The mass number of an atom is the total number of protons plus neutrons in its nucleus.
Different isotopes of the same element have different mass numbers because their nuclei contain different numbers of neutrons. In the written symbol for a particular isotope, the mass number is written at the upper left of the symbol for the element, as in 23892U, where 92 is the atomic number of uranium (U) and 238 is the mass number of this particular isotope. The symbol is read "uranium-238." The mass number is always a whole number; it is a count of the particles. It differs from the exact mass of the atom in atomic mass units, amu, which is often known and expressed to six decimal places. (One amu is exactly one-twelfth of the mass of an atom of carbon-12, 12C, and is equal to approximately 1.66 × 10-24 g.) There are two reasons why the mass number of an atom is different from its exact mass. First, neutrons and protons don't happen to weigh exactly one amu apiece; the proton actually weighs 1.0072765 amu and the neutron weighs 1.0086650 amu. Second, when neutrons and protons are bound together as an atomic nucleus, the nucleus has less mass than the sum of the masses of the neutrons and protons. The difference in mass, when expressed in energy units according to Einstein's formula E=mc2, is called the binding energy of the nucleus.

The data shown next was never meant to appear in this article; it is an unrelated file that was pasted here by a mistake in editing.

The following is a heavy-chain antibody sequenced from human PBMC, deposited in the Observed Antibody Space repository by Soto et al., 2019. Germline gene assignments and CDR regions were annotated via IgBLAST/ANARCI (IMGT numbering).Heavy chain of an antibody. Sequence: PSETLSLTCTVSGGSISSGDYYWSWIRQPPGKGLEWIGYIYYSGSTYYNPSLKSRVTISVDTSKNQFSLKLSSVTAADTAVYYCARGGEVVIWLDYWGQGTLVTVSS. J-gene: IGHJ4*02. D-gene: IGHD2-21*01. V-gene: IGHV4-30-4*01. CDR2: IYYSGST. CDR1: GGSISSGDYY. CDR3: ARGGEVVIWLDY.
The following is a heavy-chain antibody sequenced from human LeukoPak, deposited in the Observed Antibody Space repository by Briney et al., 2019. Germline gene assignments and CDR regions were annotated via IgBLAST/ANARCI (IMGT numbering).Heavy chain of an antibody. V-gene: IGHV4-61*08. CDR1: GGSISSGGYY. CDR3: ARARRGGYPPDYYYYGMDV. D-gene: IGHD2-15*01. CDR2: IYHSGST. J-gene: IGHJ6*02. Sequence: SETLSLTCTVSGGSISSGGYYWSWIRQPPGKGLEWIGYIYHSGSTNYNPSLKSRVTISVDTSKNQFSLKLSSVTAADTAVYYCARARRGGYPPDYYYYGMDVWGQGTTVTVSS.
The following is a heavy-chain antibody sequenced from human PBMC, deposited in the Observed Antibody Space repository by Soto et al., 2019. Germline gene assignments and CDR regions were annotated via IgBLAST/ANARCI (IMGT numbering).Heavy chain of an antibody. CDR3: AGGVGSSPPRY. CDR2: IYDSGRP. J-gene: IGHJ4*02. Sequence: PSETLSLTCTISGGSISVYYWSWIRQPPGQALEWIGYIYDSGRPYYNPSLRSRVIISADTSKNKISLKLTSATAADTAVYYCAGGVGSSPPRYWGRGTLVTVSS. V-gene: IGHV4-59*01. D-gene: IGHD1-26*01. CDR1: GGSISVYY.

To understand this situation, think of the binding energy as the strength of the "glue" that holds the protons and neutrons together as a nucleus. It is, therefore, the amount of energy that would be required to break the "glue" and pull the nucleus apart into its individual neutrons and protons. But if energy must be added to an object in order to pull it apart, and if energy and mass are equivalent, then we could say that mass had to be added to pull it apart. The separated particles will therefore have more mass than when they were bound together as a nucleus.
See also Periodic table.
Robert L. Wolke
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